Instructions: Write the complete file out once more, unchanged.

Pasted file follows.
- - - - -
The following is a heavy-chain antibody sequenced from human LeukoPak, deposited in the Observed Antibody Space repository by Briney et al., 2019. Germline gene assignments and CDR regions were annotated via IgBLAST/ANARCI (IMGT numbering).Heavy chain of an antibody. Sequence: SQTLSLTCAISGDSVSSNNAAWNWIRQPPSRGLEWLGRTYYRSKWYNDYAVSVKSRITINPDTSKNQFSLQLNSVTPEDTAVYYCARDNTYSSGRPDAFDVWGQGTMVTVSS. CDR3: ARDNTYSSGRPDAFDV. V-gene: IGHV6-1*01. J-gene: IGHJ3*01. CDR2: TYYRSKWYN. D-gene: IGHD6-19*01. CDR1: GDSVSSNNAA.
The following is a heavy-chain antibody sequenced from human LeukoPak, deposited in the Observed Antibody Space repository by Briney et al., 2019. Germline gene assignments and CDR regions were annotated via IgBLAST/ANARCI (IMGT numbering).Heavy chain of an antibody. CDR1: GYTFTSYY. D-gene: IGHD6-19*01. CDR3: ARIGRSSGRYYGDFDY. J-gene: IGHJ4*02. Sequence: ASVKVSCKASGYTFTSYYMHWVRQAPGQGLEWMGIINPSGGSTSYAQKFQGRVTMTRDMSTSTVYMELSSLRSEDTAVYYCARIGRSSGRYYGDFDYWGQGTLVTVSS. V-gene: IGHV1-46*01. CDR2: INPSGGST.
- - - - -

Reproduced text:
The following is a heavy-chain antibody sequenced from human LeukoPak, deposited in the Observed Antibody Space repository by Briney et al., 2019. Germline gene assignments and CDR regions were annotated via IgBLAST/ANARCI (IMGT numbering).Heavy chain of an antibody. Sequence: SQTLSLTCAISGDSVSSNNAAWNWIRQPPSRGLEWLGRTYYRSKWYNDYAVSVKSRITINPDTSKNQFSLQLNSVTPEDTAVYYCARDNTYSSGRPDAFDVWGQGTMVTVSS. CDR3: ARDNTYSSGRPDAFDV. V-gene: IGHV6-1*01. J-gene: IGHJ3*01. CDR2: TYYRSKWYN. D-gene: IGHD6-19*01. CDR1: GDSVSSNNAA.
The following is a heavy-chain antibody sequenced from human LeukoPak, deposited in the Observed Antibody Space repository by Briney et al., 2019. Germline gene assignments and CDR regions were annotated via IgBLAST/ANARCI (IMGT numbering).Heavy chain of an antibody. CDR1: GYTFTSYY. D-gene: IGHD6-19*01. CDR3: ARIGRSSGRYYGDFDY. J-gene: IGHJ4*02. Sequence: ASVKVSCKASGYTFTSYYMHWVRQAPGQGLEWMGIINPSGGSTSYAQKFQGRVTMTRDMSTSTVYMELSSLRSEDTAVYYCARIGRSSGRYYGDFDYWGQGTLVTVSS. V-gene: IGHV1-46*01. CDR2: INPSGGST.